landscapes. Everything clicked, and Tomlin had found that thing his dad wanted him to. “I get to be an artist, and I get to design outdoor spaces,” he says. “What’s better than that?” The art comes into play when he is drawing plans. His school had just started to use CAD, but the great architects he studied never had a computer to work on. They just had their drawings. “I love the craftsmanship of design and creating ideas, so it’s not uncommon,” he says of drawing out his plans by hand, working on a drafting board with pencil and pen and different types of papers and colors — ­ even watercolors. “Drawing a line takes just as much time whether you do it by hand or whether

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you do it on a computer. I’m also very visual, so I like to see it all at once. I don’t like scrolling in and out of a screen.” And when he’s finished, the homeowners have a beautiful piece of art to remind them of that place, even if they end up moving. “I just love the actual drawing, to try to do my best job and make something completely realized on paper into real life,” he says. “And then someone can understand that it’s beautiful in itself before it becomes real. That’s basically me taking that and then seeing the project through from beginning to end.” Tomlin says there is a good mix of styles in Middle Tennessee, though gardens have historically been pretty traditional. “It’s what they remember when they were young,” he says. “You see a little bit of contemporary, modern stuff here and there. But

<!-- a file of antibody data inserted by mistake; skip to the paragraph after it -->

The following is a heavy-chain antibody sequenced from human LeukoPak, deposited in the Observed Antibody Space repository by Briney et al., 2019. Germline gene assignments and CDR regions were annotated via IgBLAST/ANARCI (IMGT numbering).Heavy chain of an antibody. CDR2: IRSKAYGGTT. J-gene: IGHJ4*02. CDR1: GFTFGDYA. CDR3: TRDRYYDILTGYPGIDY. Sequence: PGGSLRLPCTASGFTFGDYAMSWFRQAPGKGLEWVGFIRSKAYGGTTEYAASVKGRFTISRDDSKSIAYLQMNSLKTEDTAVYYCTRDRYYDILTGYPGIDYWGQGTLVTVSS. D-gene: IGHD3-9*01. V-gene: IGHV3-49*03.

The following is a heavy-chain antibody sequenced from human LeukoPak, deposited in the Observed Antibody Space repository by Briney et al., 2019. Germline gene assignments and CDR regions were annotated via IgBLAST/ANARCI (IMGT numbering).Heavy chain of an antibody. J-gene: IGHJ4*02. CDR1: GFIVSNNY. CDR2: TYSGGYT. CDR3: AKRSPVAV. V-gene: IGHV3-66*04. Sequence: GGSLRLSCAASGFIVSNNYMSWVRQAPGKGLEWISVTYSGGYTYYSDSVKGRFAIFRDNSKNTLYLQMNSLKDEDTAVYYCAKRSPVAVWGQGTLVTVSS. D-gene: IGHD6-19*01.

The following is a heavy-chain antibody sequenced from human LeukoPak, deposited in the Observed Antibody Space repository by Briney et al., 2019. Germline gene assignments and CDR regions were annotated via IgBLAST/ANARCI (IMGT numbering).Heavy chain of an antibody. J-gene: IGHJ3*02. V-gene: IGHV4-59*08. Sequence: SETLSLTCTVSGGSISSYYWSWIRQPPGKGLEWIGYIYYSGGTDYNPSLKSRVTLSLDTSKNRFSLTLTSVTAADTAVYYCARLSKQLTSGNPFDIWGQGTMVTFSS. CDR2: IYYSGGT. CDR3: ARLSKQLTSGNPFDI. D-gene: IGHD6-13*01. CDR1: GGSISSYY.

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then you also have a ‘Nashville’ style. It is a city and country in one, a mix of the land and the city being close together, so you have a little bit of a country farm style going here.” Tomlin recently moved into a new house with his wife, Heather Byrd, and admits they both have plans for how to transform the landscape. But gardens are built over time, and he isn’t in any hurry to rush through something they plan on living with forever. One thing he isn’t touching though, are the 41 decades-old American Boxwoods that line both sides of the semi-circle driveway. “We inherited something amazing,” he says. “They have been kept in good shape, and they change the whole feel of our house. It’s a technique you used to see a lot on pre-Civil War mansions, and it’s got kind of a historic feel. I’m crazy about them.”